Hindhead Golf Club
The founding fathers of 'The Hindhead Golf Club' were Sir Arthur Conan Doyle, Edward Turle, owner of Hindhead School, and other local luminaries. Hindhead, being 750 feet above sea level was called ‘Little Switzerland’ for its clean air, and 143 acres were leased from Lord Ashcombe. Turle was Secretary 1904-1922 and President 1923-25 and 1928-30.
Under the leadership of Ingham-Whitaker, Squire of Grayshott, a 1-acre plot was bought for £200 and the development of the clubhouse began. The course was laid out under the eye of J.H.Taylor (an Open Champion) for a fee of £4 10s, with Turle and his pupils doing much of the groundwork. An initial 12 holes were opened and membership subscription was set at two guineas.
Sir Arthur Conan Doyle, the creator of Sherlock Holmes, was the Club's first President 1905-07 (shown teeing off in 1907). The 18 holes were opened with a match between two of the great Triumvirate, James Braid and J.H.Taylor, that Braid won. Cows grazed on the course and damage was common. Conan Doyle later encouraged David Lloyd George to move to Hindhead in 1921.
The first build phase of the Golf House cost £1,450 with a mortgage from Cubitt Estates, and Percy Smith, a founder member, advanced a loan to complete it. Pictured is George Pownall, the longest serving Professional 1905-35, teeing off the 1st.
The architect's original design was completed and, with donations from its 132 members, the Club paid its way. Members’ generosity has continued throughout the club’s history. The car pictured is a 15HP Daracq owned by a member.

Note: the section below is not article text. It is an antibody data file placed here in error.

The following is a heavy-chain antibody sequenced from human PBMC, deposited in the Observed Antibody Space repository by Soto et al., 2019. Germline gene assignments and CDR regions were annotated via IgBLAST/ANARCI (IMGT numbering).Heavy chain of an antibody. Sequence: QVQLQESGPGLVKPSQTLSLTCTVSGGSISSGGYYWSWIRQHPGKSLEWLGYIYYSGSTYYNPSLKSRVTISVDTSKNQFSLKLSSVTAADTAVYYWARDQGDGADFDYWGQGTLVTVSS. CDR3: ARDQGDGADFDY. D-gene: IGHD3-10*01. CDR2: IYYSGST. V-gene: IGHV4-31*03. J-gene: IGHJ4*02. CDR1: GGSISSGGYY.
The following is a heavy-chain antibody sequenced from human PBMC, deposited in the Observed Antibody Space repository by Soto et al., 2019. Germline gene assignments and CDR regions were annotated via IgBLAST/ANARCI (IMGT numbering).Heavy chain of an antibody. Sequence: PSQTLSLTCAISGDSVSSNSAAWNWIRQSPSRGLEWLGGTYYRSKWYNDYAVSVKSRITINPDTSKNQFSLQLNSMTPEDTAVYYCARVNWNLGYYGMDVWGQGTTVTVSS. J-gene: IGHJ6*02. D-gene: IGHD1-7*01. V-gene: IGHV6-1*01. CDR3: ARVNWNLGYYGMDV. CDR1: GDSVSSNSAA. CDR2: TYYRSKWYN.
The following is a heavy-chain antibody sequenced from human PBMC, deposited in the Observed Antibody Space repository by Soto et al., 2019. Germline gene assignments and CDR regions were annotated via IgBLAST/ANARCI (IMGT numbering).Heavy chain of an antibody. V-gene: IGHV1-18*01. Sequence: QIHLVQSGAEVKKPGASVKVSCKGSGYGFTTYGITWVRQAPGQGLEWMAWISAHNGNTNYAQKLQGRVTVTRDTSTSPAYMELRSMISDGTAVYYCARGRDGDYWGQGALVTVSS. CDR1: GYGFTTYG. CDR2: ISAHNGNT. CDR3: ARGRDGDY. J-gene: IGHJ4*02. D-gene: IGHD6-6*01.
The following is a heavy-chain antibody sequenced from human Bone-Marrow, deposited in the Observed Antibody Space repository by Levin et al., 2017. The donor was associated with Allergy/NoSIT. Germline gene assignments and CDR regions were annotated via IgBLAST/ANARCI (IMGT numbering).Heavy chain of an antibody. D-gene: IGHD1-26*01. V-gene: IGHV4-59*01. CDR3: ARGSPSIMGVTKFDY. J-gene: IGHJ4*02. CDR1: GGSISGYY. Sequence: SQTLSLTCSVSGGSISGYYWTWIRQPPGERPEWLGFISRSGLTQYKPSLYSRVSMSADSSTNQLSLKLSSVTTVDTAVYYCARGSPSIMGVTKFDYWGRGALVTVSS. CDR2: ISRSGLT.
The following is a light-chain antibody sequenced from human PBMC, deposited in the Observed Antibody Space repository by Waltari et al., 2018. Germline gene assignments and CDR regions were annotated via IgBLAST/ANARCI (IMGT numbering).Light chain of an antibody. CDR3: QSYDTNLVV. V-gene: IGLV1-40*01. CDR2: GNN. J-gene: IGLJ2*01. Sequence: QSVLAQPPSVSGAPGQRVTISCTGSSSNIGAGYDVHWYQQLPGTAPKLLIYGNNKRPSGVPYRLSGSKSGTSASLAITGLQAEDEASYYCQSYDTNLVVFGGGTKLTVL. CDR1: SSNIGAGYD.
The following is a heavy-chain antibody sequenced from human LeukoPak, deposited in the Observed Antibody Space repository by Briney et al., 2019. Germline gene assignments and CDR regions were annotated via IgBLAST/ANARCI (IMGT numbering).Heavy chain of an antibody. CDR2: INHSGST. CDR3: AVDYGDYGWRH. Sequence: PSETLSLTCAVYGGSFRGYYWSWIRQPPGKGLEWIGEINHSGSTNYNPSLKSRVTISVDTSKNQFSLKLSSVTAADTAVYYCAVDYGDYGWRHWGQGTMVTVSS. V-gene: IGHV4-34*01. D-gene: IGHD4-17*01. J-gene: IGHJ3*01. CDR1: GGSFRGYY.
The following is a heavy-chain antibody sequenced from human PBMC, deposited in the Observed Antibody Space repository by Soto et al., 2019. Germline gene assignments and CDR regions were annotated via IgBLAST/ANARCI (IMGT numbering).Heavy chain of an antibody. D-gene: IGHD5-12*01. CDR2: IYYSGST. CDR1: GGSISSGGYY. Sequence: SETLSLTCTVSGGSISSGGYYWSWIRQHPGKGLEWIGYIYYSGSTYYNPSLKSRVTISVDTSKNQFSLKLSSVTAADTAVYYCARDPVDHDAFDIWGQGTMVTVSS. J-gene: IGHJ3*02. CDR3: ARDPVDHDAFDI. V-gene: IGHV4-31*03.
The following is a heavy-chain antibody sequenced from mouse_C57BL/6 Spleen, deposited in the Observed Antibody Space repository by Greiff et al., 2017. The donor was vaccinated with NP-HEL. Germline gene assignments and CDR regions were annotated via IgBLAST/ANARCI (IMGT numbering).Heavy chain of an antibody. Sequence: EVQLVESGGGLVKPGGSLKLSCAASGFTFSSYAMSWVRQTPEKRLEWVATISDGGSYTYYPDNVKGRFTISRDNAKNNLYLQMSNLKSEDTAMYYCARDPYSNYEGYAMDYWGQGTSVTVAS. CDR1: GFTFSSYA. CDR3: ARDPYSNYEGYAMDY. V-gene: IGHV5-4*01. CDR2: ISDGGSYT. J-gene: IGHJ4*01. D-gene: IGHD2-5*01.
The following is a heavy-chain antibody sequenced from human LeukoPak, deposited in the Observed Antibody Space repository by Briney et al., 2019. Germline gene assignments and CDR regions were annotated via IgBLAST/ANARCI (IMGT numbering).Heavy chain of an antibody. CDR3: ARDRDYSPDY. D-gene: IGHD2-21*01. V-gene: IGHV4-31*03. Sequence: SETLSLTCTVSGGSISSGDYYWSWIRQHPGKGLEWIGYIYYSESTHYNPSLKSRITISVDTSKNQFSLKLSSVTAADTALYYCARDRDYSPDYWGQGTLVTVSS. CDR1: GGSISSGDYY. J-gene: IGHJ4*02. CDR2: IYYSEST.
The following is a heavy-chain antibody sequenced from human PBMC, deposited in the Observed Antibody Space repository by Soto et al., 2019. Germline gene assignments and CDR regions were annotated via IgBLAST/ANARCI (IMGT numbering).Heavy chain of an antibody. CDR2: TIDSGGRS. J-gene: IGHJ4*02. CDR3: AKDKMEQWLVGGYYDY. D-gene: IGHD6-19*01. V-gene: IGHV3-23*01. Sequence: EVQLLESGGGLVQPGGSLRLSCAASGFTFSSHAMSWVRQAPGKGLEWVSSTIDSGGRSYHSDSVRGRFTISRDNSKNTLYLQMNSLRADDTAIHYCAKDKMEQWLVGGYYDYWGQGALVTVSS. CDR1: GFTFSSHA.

The Club issues 236 £10 loan debenture notes at 4% interest, repayable by 1946. Interesting timing as 1912 saw the Titanic disaster, which triggered class reforms, and in the following years the Great War 1914-18, the Wall Street crash of 1929 and World War II 1939-45.
Canadian Forces were stationed at Bramshott with our own troops. They were given temporary membership for a guinea with half back if sent to the front. This tradition resumed in 1939-45 when they played for free. In 1919 they presented the Canada Cup to the club for the annual match play competition. In the same year the Village ‘Artisan’ Club was formed with a subscription of 5 shillings.
David Lloyd George, Prime Minister 1916-22, bought a 60-acre estate at Churt close by and built a house ‘Bron y De’. Churchill was so impressed with the entrance porch that he commissioned the architect to do the same at Chartwell. Lloyd George, elected an Honorary Life Member in 1922, was renowned for his fast pace of play. A man with quick feet to match his quick mind.
The loan debt to Percy Smith continued, the above showing annual interest of £118 for 1928, including £23 12s for tax. The mortgage loan from Cubitt Estates remained in place until the freehold was acquired in 1946. In 1951 the hugely wealthy member, R.C.Betts, took on a £3,466 club mortgage, waiving the interest, and his legacy in 1965 freed the club from almost all its debts leaving just £3,150.
Costing 100 guineas in 1928 The Devil’s Punch Bowl took its name from a famous local beauty spot. Winners of this Open Scratch Meeting include Justin Rose in 1995. The cartoon depicts eminent members, including the bearded, pipe-smoking W.E. Muir (President) who gifted the secretary’s house, Golf Lodge, along with George Pownall (lower right) the Club Professional since 1905.